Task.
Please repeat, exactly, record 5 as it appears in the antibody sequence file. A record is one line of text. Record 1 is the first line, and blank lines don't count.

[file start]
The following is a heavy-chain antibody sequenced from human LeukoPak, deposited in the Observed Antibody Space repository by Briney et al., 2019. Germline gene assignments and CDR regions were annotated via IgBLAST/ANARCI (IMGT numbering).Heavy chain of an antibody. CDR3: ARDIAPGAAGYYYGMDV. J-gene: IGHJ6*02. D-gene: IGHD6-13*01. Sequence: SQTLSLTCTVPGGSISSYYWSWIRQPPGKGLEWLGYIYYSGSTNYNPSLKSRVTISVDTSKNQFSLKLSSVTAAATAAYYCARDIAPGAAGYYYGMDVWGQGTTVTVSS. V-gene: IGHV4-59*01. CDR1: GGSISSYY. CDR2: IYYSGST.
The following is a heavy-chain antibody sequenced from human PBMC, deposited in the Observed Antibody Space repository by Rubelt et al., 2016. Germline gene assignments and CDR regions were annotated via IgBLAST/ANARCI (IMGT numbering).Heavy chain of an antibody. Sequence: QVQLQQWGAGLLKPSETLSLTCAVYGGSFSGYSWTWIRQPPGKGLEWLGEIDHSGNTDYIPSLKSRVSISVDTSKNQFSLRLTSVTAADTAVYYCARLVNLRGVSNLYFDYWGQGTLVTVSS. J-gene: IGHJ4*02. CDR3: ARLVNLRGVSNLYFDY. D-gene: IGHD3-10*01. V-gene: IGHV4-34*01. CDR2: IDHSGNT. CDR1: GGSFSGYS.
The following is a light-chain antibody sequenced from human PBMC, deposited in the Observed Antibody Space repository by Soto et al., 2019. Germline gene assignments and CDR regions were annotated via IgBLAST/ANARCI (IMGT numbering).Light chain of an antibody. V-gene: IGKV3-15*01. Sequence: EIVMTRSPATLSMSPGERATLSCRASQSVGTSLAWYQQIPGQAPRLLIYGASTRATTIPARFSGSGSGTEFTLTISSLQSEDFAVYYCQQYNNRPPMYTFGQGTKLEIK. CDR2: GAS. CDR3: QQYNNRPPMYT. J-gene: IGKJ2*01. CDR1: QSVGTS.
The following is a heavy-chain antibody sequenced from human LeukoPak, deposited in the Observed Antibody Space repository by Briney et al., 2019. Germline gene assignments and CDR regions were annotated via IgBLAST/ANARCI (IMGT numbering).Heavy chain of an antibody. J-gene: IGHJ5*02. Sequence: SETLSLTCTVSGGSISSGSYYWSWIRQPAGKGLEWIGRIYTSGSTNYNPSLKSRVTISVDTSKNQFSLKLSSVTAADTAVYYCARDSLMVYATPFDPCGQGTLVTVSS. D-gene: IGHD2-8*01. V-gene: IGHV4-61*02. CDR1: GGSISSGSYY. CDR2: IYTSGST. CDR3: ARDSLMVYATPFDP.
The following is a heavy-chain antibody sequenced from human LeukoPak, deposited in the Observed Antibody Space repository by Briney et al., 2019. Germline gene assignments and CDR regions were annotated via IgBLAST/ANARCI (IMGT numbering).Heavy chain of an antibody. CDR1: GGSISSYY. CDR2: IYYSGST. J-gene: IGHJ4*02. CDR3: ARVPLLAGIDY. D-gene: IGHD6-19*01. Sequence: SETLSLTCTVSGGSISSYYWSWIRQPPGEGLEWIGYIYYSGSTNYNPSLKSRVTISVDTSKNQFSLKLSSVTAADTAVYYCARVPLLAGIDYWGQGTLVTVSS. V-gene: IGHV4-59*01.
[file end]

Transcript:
The following is a heavy-chain antibody sequenced from human LeukoPak, deposited in the Observed Antibody Space repository by Briney et al., 2019. Germline gene assignments and CDR regions were annotated via IgBLAST/ANARCI (IMGT numbering).Heavy chain of an antibody. CDR1: GGSISSYY. CDR2: IYYSGST. J-gene: IGHJ4*02. CDR3: ARVPLLAGIDY. D-gene: IGHD6-19*01. Sequence: SETLSLTCTVSGGSISSYYWSWIRQPPGEGLEWIGYIYYSGSTNYNPSLKSRVTISVDTSKNQFSLKLSSVTAADTAVYYCARVPLLAGIDYWGQGTLVTVSS. V-gene: IGHV4-59*01.